Considering the structures, operations, and benefits of these embodiments and examples illustrated so far, one will find it very easy to adopt such apparatus and systemic optimizations with an array of choices for various touch screen devices, bringing superior touch control experiences to a user in several ways. First, the user will immediately benefit from accurate, affirmative tactile cues and feedback, allowing significantly reduced reliance on visual acquisitions, interpretations, and alignments while operating a touch screen device. Second, the user will appreciate the improved touch responsiveness when a more effective touch instrument such as a shaped, more rigid button is used in lieu of a human finger to actuate touch commands. Third, the user will find it much easier to command often times miniature on-screen touch targets by instead interfacing with a very forgiving button-retainer structure that expands effective touch areas as previously recited. Fourth, the user can enjoy customized touch interfaces when different materials, shapes, surface contours, and colors etc. are incorporated into the apparatus, enhancing the intuitiveness of use and adding an element of aesthetics and persona taste. Fifth, if a touch screen device is further optimized with streamlined control designs combined with the use of such apparatus as illustrated, the user will have unprecedented better experience operating the touch screen device with dramatically improved efficiency. Whether in common environment or in demanding situations such as gaming, driving an automobile, and working on a high-speed production line, all these benefits and advantages will translate to invaluable better user experience that is faster, easier, safer, more enjoyable, and more productive.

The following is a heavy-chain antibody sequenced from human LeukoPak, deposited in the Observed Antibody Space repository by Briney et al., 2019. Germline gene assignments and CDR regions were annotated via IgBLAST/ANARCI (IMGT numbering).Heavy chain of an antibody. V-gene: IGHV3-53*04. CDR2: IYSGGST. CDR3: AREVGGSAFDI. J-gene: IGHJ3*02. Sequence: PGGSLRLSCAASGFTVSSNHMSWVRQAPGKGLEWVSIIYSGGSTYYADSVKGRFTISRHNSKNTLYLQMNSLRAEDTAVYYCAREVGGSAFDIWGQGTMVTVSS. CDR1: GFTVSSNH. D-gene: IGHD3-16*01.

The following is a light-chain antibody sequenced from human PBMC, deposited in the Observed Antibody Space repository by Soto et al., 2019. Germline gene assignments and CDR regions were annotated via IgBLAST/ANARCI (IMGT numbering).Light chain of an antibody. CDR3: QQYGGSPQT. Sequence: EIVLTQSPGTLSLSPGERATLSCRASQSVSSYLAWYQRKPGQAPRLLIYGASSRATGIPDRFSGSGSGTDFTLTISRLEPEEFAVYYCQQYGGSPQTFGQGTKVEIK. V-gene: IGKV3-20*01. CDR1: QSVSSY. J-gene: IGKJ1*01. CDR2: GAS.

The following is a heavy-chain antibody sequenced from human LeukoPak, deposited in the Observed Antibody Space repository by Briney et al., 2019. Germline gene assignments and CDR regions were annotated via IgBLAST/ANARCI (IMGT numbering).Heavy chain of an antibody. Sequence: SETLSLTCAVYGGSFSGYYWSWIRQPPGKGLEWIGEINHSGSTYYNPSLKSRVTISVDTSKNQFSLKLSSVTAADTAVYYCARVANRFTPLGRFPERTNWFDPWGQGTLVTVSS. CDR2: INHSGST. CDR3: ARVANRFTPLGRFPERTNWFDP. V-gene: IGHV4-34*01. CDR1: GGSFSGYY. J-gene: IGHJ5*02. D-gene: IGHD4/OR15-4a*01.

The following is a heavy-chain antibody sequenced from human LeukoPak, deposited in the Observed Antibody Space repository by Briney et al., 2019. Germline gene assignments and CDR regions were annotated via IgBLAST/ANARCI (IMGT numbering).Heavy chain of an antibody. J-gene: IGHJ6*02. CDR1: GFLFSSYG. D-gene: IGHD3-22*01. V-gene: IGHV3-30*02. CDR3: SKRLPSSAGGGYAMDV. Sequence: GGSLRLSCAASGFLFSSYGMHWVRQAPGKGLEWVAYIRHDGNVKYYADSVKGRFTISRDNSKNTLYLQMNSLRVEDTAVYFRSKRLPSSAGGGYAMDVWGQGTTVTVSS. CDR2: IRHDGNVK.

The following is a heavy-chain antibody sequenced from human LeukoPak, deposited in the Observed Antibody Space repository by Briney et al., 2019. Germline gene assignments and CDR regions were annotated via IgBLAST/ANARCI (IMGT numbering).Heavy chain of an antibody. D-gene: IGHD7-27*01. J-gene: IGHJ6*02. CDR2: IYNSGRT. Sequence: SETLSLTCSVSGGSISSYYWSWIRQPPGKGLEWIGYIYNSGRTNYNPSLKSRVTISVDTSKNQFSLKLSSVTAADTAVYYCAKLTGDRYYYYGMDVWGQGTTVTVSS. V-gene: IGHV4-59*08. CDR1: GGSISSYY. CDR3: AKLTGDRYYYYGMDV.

The implementation is also very favorable from a user's perspective. An apparatus based on this invention can be made highly versatile and suitable for practically any touch screen devices as illustrated. It is very simple and cost-effective for a user to retrofit their existing touch screen devices and enjoy improved user experience immediately. Adding these apparatus can result in very little or no form factor increases. What's more, it is also very easy for an OEM to adopt this invention to optimize its touch screen products from both hardware and software perspectives and offer consumers greatly improved user-interfaces with maximized simplicity, precision, customization, and esthetics.